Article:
Think peak season was tough? UPS exec says 2019 will be harder
Flexible capacity and collaborative planning will be paramount for growth this year, according to panelists at NRF's Big Show.
NEW YORK — Big numbers are likely on the way as third party logistics providers (3PLs) prepare to release delivery data from 2018's peak season, but they had one considerable advantage that ought not be left out of the conversation. By a quirk of the calendar, 2018 peak season was long — 32 days long to be exact.
In 2019, the period between Black Friday and Christmas Eve will be just 27 days, Andrew Lipsman, principal analyst for retail and e-commerce at eMarketer, pointed out during a panel discussion on the future of fulfillment at the National Retail Federation's (NRF) "Retail's Big Show" in New York City.
This means in order to get the growth in 2019 that both retailers and 3PLs crave, they will have to do more work in roughly 85% of the time.
Bala Ganesh, vice president for corporate engineering at UPS, laid out what steps UPS would take to achieve the same success as they did 2018. His top-line message was that not just capacity, but flexible capacity is paramount — the kind of flexibility that allows UPS to double its usual volume in December.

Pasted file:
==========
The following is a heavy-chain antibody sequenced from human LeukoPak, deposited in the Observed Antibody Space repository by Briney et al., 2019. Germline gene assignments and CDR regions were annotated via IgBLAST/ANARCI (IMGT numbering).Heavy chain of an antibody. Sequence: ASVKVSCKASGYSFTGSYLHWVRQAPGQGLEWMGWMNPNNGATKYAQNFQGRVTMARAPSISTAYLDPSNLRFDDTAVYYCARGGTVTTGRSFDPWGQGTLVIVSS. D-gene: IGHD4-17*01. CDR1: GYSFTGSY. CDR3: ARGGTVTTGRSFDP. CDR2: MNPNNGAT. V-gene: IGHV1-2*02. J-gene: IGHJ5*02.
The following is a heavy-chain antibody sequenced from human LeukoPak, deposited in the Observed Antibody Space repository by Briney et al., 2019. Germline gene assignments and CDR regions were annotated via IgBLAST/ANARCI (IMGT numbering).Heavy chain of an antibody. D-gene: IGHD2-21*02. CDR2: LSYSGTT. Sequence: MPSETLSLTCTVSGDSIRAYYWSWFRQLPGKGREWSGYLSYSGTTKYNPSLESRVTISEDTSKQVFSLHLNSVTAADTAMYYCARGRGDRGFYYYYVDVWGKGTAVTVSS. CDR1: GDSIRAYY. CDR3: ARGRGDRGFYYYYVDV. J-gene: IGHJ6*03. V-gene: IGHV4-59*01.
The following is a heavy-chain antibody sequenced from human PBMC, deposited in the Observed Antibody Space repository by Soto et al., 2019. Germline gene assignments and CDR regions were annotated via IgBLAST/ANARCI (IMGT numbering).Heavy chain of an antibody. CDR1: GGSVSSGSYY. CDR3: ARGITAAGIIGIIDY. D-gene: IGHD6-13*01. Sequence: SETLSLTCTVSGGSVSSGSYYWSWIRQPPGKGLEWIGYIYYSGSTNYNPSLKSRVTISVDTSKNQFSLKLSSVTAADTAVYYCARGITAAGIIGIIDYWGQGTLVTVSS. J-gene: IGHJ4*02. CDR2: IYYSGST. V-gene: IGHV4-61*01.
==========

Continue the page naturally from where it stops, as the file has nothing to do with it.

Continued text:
Behind that flexible capacity is a fair bit of automation. The parcel carrier has been building out a "smart logistics network," which will consist of a "super hub" in Atlanta able to sort 100,000 packages per hour along with 22 automated facilities around the world the company says will be 35% more efficient than its traditional models.
Beyond hardware, there is also a fair bit of tech-enabled planning to be done. UPS' recipe for success, as explained by Ganesh, is better positioning of inventory and better prediction algorithms. Along with automated route planning for delivery drivers, Ganesh said: "What all this warehouse technology facilitates is more control over all of these aspects."
The company is also relying on its largest customers to share their forecasts and information like expected large format item volumes — a growing sector causing some headaches in the 3PL business.
All of this adds up to that elusive "flexible capacity." The theme of flexibility is evident at NRF's show whether it be through more automation every day or robots-as-a-service (RASS) business models that can shrink or grow a retailer's robotic workforce. Vendors are responding to the need for complete assurance that they can turn up capacity on-demand for small slices of the fluctuating calendar.
"It's going to be an interesting year," said Ganesh.
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